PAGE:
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personal equation[′pər·sən·əl i′kwā·zhən]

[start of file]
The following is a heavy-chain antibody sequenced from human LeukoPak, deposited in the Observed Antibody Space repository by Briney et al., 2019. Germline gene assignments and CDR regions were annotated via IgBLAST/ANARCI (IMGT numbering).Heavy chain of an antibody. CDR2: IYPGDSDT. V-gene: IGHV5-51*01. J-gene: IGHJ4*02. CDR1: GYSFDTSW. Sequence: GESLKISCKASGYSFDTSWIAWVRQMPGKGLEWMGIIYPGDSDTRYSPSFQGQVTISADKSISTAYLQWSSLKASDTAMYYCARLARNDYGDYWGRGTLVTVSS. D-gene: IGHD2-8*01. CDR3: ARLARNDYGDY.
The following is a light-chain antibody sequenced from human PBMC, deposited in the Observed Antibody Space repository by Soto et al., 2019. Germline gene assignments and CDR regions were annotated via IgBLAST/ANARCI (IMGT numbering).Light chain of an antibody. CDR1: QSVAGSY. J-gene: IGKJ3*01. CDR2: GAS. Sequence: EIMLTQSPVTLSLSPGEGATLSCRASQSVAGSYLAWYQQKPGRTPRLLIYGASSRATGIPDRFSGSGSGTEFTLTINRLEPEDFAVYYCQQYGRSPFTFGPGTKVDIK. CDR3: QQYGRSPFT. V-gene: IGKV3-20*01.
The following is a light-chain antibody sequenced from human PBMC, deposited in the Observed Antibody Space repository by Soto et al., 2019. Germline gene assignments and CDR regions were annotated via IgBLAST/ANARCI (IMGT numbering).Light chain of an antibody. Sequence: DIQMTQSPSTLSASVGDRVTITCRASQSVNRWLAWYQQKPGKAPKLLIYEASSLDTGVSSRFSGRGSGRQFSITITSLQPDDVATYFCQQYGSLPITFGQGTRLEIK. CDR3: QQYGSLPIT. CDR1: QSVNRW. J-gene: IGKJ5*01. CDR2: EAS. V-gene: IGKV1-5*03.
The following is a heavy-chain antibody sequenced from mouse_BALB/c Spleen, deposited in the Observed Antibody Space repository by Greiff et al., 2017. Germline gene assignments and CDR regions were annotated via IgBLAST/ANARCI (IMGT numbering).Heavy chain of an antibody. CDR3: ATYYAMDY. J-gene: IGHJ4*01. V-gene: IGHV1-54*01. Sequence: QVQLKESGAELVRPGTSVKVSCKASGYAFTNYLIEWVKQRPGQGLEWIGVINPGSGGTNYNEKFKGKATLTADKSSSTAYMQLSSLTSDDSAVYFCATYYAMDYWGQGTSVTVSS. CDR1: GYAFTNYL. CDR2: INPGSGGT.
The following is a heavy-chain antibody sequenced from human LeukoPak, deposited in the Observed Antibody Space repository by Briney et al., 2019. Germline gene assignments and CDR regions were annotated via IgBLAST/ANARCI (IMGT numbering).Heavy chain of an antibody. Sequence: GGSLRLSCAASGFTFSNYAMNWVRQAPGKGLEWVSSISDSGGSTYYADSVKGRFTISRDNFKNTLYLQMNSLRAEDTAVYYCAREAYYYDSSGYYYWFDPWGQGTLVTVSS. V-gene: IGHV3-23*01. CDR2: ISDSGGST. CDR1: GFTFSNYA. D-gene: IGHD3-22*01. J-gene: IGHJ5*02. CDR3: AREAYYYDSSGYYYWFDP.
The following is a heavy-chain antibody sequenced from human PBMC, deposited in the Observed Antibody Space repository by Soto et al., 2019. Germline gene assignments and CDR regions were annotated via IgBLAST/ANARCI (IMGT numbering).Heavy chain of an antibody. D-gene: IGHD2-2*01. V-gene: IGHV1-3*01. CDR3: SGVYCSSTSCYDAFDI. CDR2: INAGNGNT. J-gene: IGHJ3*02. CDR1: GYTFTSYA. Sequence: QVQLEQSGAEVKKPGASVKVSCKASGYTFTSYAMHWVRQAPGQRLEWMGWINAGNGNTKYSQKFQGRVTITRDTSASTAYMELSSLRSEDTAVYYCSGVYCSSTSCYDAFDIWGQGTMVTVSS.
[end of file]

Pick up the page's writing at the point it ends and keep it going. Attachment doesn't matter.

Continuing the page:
a term used in astronomy to designate observational (measurement) errors resulting from the physical properties of the observer, that is, personal errors. Personal equations are of the nature of systematic errors. They may vary to some degree under the influence of variations in the physical state of the observer, the conditions of observation, the method of recording the values being measured, and other factors. The magnitude of the personal equation in astronomical observations also depends on the brightness of the observed celestial object and the speed with which its image crosses the telescope’s field of view. The existence of personal equations was discovered at the end of the 18th century, and they were first studied by F. Bessel and V. Ia. Struve. A detailed study of them was conducted in the 1870s by N. Ia. Tsinger.